Gaming

Dreamhack hits London with a bang


Last weekend London welcomed the ESports giant DreamHack to the UK for the first time. The event took place in the Copper Box at the Olympic Park, with various elite-level tournaments to watch and a fistful of things to see and participate in on the show floor.

While there were several other tournaments, the main draw of the weekend for many was the Counter Strike: Global Offensive action. 8 of the world’s top teams, including one home team from the UK, and two of the top 5 elite, played over the course of the two days for a top prize of $20,000 and the Dreamhack London trophy. There were also big names both casting and analysing the action, with a slick production backing them all up.

The two big names of the event were teams EnvyUs and TSM. While challenger teams fought hard in the group stages and the semi finals, and the home team EZSkinz.com defeated the far better ranked Renegades in the group stages to the delight of the crowd, there only ever looked like being one final.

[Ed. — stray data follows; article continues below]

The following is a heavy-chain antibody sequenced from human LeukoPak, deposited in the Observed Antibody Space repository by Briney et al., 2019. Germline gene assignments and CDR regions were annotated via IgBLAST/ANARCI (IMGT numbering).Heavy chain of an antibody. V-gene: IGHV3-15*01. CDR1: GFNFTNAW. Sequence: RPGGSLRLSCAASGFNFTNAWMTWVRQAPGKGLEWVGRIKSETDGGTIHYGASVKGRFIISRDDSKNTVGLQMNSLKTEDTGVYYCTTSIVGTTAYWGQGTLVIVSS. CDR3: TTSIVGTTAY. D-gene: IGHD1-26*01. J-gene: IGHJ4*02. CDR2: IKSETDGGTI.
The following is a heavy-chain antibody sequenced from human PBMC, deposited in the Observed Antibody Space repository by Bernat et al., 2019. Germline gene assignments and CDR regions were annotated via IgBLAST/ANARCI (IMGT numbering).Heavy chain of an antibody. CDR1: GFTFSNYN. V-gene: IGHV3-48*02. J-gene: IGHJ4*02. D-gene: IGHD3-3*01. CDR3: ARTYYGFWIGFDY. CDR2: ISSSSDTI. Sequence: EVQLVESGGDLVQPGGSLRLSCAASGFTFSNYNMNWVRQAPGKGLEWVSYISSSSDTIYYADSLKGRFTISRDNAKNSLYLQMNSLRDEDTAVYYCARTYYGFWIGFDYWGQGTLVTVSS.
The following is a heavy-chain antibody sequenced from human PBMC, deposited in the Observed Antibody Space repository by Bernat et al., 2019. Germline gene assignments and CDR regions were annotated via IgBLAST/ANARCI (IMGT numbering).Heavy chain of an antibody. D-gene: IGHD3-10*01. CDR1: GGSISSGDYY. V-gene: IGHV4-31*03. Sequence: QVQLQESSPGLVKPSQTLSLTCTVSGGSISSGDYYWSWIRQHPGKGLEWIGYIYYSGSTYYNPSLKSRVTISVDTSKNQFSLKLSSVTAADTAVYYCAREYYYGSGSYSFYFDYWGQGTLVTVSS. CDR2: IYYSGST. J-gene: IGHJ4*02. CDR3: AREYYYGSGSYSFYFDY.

What a final, too. The grand final between EnvyUs and TSM was an electric, tight, close affair. At first glance, EnvyUs’s 2-0 victory didn’t show how well matched the two sides were, but the game was filled with last second-gasps, ridiculous shots and small victories snatched from the jaws of defeat that sent the crowds wild. You can watch the entire final day’s action here on Dreamhack’s official twitch page.

The event was not without minor annoyances. Uncomfortable and sometimes cramped seating, delays on the first day meaning the last group stage match didn’t finish until gone 1am in the morning, and an uninspiring Call of Duty tournament involving only a fistful of teams on the second stage, certainly gave the feeling that if it wasn’t for the CS:GO the event would have been a bit of a damp squib.

With the above said, those who attended certainly did get a good show, whether they watched the CS:GO action or the equally thrilling Smash and Street Fighter games. I just hope that DreamHack sees the potential and comes back, as the UK calendar desperately needs more events of this size.

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